For so many folks, catalog customer acquisition productivity (after matchback) declined by an average of 5% to 10% a year, every year, since 2003. Couple that with the dire increases in the cost to mail a catalog (back in 2007), and a huge drop in Fall 2008, and you have a recipe for a death spiral.
Catalog customer acquisition has held up when 55+, exurban/rural customers who like shopping via the telephone are targeted. Unfortunately, this audience is in decline, and will not be replaced by younger customers who crave catalog marketing.
Modern catalog marketers will be required to diversify.
The modern catalog customer acquisition department hosts individuals who specialize in different disciplines. These can be folks hired internally, or may represent folks that work in the vendor community.
- Traditional catalog customer acquisition managers, the folks who work with Millard or Merit Direct or Abacus.
- Digital customer acquisition managers, the "Web 1.0" staffers who focus on SEO / SEM / Affiliates / Display Ads / Shopping Comparison Sites, all the stuff we've grown to know and love.
- Offline customer acquisition managers. The most successful catalog businesses I've worked with have offline programs that do not include catalog marketing. These businesses acquire customers via innovative offline programs --- the customers often have marginal long-term value, but the customers do offset the declines in catalog customer acquisition.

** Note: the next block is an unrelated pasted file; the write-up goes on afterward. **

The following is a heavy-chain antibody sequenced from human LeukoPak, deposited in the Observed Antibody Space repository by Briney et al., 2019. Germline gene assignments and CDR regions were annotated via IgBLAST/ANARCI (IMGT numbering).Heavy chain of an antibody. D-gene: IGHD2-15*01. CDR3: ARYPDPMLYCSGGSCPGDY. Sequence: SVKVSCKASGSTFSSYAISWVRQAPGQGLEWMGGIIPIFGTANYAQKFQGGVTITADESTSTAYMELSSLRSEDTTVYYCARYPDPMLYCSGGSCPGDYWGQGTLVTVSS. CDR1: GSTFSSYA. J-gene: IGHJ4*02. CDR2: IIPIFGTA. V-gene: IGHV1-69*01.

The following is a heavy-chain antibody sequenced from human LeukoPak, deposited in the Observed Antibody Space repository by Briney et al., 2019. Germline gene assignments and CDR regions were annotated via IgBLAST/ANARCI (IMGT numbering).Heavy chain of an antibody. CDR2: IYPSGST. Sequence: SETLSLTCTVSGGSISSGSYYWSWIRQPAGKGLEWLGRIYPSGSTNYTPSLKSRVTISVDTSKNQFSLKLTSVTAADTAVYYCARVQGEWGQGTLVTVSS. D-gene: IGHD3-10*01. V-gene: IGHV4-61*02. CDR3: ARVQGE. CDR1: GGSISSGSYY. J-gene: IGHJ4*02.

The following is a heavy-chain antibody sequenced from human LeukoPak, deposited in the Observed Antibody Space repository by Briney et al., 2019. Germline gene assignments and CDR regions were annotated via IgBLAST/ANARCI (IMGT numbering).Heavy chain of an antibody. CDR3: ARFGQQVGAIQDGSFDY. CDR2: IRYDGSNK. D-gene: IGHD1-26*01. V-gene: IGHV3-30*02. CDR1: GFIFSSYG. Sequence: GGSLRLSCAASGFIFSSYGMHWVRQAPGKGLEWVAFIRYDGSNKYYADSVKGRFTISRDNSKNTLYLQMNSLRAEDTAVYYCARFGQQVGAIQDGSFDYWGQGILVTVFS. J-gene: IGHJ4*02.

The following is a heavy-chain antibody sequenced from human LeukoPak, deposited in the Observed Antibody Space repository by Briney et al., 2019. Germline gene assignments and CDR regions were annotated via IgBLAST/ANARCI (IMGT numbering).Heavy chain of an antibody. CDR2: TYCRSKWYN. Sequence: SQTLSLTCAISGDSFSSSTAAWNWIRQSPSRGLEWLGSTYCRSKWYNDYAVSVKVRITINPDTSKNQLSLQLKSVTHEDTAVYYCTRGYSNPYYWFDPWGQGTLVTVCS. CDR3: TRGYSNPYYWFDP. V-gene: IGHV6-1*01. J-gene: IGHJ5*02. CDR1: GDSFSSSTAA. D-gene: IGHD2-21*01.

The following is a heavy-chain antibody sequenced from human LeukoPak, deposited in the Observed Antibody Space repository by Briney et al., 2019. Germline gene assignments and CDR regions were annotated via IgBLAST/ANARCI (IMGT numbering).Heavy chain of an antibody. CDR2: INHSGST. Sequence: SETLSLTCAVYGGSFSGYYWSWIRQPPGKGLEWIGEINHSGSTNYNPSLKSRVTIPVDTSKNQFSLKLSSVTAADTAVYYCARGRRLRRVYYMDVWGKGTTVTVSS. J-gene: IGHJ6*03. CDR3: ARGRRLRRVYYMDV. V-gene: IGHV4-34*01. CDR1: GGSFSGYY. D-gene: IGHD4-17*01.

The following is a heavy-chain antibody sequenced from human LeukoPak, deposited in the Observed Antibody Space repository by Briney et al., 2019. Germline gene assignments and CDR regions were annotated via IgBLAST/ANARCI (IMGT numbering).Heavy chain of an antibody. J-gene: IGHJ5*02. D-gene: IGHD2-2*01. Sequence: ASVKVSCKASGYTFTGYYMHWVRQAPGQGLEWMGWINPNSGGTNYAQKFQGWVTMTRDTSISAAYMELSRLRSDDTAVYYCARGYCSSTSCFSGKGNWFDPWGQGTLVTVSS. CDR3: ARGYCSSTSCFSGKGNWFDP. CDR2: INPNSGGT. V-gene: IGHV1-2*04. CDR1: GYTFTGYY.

- Social media managers. I would find your most passionate half-dozen or dozen customer service representatives --- usually found in your call center, and I would unleash them on the social media world --- blogs, Twitter, Facebook, you name it --- have them solve problems and interact with customers and prospects.
I would create a report or dashboard, whatever you want to call it, that tallies the customers acquired via each of these four key areas --- drawing comparisons vs. last month, ytd vs. ly ytd, rolling twelve month periods, etc.
The important part of this whole process is diversification. We're going to have to accept a world where we willingly acquire ten customers with $5 LTV, as opposed to prior strategies of focusing on acquiring one customer with $50 LTV.
And you folks in the Web Analytics community --- we need your help. The future of customer acquisition requires measurement of a series of activities, all linked together, resulting in an outcome. We'll need to know that a prospect visited the site five times before purchasing --- a process today that is largely measured as a series of failures, but is truly a success.